• well-being workshops;
  • mental illness prevention training

You can also visit your doctor if you have a mental health problem. They will either treat you themselves or refer you on to a specialist. For problems with depression, you can visit the prevention-depression.lu website which has information and resources about combating depression.

Other forms of healthcare in Luxembourg

Homeopathy is reimbursed at the rate of 80% by public health insurance in Luxembourg, if carried out by a qualified doctor. However, this is the only form of alternative or complementary medicine that state insurance covers. Some private companies may cover complementary treatments, but you will usually have to pay extra for these on top of your basic insurance package.

Only qualified physicians can officially practice alternative medicine in Luxembourg. Furthermore, it is seen as unethical for doctors to recommend any treatments that are scientifically unproven. It is possible to find holistic and natural therapists, however it may be difficult to get treatments covered through insurance.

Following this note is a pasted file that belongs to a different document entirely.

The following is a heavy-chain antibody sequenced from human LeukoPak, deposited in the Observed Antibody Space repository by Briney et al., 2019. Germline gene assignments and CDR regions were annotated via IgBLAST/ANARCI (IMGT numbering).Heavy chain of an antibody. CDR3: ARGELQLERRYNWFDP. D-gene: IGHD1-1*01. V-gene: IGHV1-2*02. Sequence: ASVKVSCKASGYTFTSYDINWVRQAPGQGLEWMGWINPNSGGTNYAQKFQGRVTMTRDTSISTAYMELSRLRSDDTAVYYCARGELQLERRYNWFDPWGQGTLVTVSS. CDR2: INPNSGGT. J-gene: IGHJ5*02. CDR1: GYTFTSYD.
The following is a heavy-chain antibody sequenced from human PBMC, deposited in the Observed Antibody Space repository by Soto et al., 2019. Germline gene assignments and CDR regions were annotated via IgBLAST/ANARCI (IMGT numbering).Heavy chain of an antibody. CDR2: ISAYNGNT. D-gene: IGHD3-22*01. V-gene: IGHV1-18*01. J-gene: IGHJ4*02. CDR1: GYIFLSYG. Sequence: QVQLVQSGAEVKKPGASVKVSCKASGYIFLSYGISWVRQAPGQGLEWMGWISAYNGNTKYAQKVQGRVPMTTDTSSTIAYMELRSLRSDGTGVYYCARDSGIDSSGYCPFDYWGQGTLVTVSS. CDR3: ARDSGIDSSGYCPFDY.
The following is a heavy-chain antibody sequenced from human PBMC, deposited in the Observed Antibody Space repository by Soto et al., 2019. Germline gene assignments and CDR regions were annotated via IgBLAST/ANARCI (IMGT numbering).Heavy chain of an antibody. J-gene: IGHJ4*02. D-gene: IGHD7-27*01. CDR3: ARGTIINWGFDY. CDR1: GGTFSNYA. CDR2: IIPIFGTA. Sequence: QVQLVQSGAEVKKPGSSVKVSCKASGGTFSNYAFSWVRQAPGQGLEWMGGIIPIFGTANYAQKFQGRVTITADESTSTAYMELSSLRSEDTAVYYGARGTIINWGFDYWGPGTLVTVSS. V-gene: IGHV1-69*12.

Emergency healthcare in Luxembourg

The medical emergency phone number in Luxembourg is 112. The emergency department provides emergency care at large hospitals – ‘cas d’urgence‘ or ‘spoedgeval‘.

Treatment is free even if you have no insurance. However, not all hospitals in Luxembourg have emergency services, and out of hours coverage is on rotation among the hospitals in the area. You can find the duty schedule in the local newspapers, pharmacies, hospitals, and doctors’ offices.

If you suffer from a condition that may need emergency treatment, you should carry a written description of the condition, the medicines you are taking, including doses, and any other relevant details. This can be in English or the local language and will save you considerable time (and possibly your life) if a medical emergency strikes and you are unable to speak for yourself.